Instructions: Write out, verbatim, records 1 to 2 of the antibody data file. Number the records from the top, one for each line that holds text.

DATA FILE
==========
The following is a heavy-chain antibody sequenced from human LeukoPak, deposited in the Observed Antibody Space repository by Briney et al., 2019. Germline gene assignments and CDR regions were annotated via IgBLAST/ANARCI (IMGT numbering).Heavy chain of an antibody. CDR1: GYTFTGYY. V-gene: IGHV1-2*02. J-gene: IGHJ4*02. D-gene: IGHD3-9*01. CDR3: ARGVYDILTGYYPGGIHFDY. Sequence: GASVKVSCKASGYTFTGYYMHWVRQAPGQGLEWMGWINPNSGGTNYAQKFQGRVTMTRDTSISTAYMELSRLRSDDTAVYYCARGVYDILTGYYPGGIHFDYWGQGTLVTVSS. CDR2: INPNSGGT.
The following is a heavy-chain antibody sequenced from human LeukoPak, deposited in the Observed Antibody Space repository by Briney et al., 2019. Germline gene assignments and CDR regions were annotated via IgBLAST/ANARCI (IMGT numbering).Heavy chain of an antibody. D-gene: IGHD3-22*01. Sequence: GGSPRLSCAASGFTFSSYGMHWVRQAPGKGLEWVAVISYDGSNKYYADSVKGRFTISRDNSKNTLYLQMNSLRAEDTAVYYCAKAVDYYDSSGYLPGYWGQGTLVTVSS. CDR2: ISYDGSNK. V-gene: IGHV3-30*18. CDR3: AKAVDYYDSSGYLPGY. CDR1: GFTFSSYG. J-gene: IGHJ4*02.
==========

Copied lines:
The following is a heavy-chain antibody sequenced from human LeukoPak, deposited in the Observed Antibody Space repository by Briney et al., 2019. Germline gene assignments and CDR regions were annotated via IgBLAST/ANARCI (IMGT numbering).Heavy chain of an antibody. CDR1: GYTFTGYY. V-gene: IGHV1-2*02. J-gene: IGHJ4*02. D-gene: IGHD3-9*01. CDR3: ARGVYDILTGYYPGGIHFDY. Sequence: GASVKVSCKASGYTFTGYYMHWVRQAPGQGLEWMGWINPNSGGTNYAQKFQGRVTMTRDTSISTAYMELSRLRSDDTAVYYCARGVYDILTGYYPGGIHFDYWGQGTLVTVSS. CDR2: INPNSGGT.
The following is a heavy-chain antibody sequenced from human LeukoPak, deposited in the Observed Antibody Space repository by Briney et al., 2019. Germline gene assignments and CDR regions were annotated via IgBLAST/ANARCI (IMGT numbering).Heavy chain of an antibody. D-gene: IGHD3-22*01. Sequence: GGSPRLSCAASGFTFSSYGMHWVRQAPGKGLEWVAVISYDGSNKYYADSVKGRFTISRDNSKNTLYLQMNSLRAEDTAVYYCAKAVDYYDSSGYLPGYWGQGTLVTVSS. CDR2: ISYDGSNK. V-gene: IGHV3-30*18. CDR3: AKAVDYYDSSGYLPGY. CDR1: GFTFSSYG. J-gene: IGHJ4*02.